Professor Zayde Antrim (Trinity College) will introduce in this lecture the earliest and most enduring mapping tradition devoted to representing a superregion shaped by Islamic civilization. Emerging from the context of early Arabic geographical writing, the maps that make up this tradition were simultaneously a product of and argument for the diversity of the “realm of Islam” as consolidated by Muslim rulers between the eighth and tenth centuries, as well as its internal and external connectivity.

    Griffin Hall, 7 | Wednesday, April 12 at 6:00pm to 7:00pm

    Sponsored by Arabic Studies, History, Global Studies, Religion, Spanish, and Center for Foreign Languages, Literatures, and Cultures

  • The Origin of Japanese Cuisine in World War II

    "Eat everything!" Poster

    One of the leading scholars on Japanese food culture/history, Eric Rath, will make a class visit to JAPN223 Japanese Food Culture in a Global Context. In addition, he will give a public talk on Japan’s cuisines.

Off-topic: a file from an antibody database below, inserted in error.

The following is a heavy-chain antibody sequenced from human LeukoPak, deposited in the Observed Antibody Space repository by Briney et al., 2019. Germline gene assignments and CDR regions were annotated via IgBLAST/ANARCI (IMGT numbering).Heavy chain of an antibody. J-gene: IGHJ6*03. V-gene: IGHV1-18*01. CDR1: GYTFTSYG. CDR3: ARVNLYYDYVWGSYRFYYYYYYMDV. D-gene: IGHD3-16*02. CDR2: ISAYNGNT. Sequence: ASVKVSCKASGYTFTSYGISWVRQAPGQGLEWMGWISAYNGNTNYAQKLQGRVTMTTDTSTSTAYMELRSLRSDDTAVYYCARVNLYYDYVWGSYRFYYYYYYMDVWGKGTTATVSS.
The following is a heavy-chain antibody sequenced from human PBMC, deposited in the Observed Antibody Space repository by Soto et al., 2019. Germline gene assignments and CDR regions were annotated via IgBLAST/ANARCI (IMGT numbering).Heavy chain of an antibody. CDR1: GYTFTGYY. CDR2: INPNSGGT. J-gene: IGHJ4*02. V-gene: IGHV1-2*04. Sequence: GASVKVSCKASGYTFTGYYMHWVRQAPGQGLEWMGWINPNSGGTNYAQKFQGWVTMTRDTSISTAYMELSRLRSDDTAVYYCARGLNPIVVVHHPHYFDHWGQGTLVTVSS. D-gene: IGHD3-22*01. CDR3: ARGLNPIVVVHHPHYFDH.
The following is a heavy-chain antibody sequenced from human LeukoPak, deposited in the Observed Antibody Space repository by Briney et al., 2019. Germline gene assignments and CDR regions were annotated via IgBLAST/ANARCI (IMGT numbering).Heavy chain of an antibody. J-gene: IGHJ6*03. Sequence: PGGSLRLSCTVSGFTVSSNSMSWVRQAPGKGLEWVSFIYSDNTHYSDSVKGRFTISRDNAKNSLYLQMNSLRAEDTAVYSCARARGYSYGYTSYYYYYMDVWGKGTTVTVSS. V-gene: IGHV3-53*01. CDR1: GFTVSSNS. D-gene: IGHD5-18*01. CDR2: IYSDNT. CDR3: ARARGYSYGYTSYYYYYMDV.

Schapiro 129 | April 13 , 4:15 pm

    Sponsored by Japanese Program Tompkins Fund, Asian Studies Department, the Lecture Committee, and Center for Foreign Languages, Literatures, and Cultures.

  • Afro Cuban Ritual Practices: Ifa and Santeria

    Yesenia

    Victor Betancourt and Yesenia Fernández Selier will introduce the general public to the Afro-Cuban Yoruba Culture, the Afro-Caribbean religions and their significance as "time capsules" of identity. Afro Cuban ritual practices were for centuries considered atavist and barbaric, transmitted through oral tradition and hidden from mainstream culture. However, lately there has been a renascence of interest by scholars and the general public with an outstanding transitional network of practitioners and religious families. Victor Betancourt will discuss tthe main transformations of the Ifa and Santeria transnational practices.